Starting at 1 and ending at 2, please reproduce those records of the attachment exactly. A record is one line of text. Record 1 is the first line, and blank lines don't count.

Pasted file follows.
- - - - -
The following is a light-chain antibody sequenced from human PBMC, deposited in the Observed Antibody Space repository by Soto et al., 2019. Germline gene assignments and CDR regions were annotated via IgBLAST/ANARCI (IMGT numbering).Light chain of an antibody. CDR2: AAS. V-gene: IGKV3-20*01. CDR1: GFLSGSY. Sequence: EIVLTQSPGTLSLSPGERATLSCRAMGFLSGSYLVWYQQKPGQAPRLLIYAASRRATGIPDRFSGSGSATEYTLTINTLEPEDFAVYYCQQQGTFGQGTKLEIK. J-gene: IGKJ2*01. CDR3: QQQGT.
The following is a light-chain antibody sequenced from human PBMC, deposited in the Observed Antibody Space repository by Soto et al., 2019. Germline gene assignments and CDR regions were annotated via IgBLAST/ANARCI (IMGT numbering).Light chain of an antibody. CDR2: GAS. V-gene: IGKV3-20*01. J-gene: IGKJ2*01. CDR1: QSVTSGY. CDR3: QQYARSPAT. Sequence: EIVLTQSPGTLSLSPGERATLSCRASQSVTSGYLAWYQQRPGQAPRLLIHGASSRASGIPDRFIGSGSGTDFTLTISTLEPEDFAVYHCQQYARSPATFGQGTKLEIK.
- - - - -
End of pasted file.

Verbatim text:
The following is a light-chain antibody sequenced from human PBMC, deposited in the Observed Antibody Space repository by Soto et al., 2019. Germline gene assignments and CDR regions were annotated via IgBLAST/ANARCI (IMGT numbering).Light chain of an antibody. CDR2: AAS. V-gene: IGKV3-20*01. CDR1: GFLSGSY. Sequence: EIVLTQSPGTLSLSPGERATLSCRAMGFLSGSYLVWYQQKPGQAPRLLIYAASRRATGIPDRFSGSGSATEYTLTINTLEPEDFAVYYCQQQGTFGQGTKLEIK. J-gene: IGKJ2*01. CDR3: QQQGT.
The following is a light-chain antibody sequenced from human PBMC, deposited in the Observed Antibody Space repository by Soto et al., 2019. Germline gene assignments and CDR regions were annotated via IgBLAST/ANARCI (IMGT numbering).Light chain of an antibody. CDR2: GAS. V-gene: IGKV3-20*01. J-gene: IGKJ2*01. CDR1: QSVTSGY. CDR3: QQYARSPAT. Sequence: EIVLTQSPGTLSLSPGERATLSCRASQSVTSGYLAWYQQRPGQAPRLLIHGASSRASGIPDRFIGSGSGTDFTLTISTLEPEDFAVYHCQQYARSPATFGQGTKLEIK.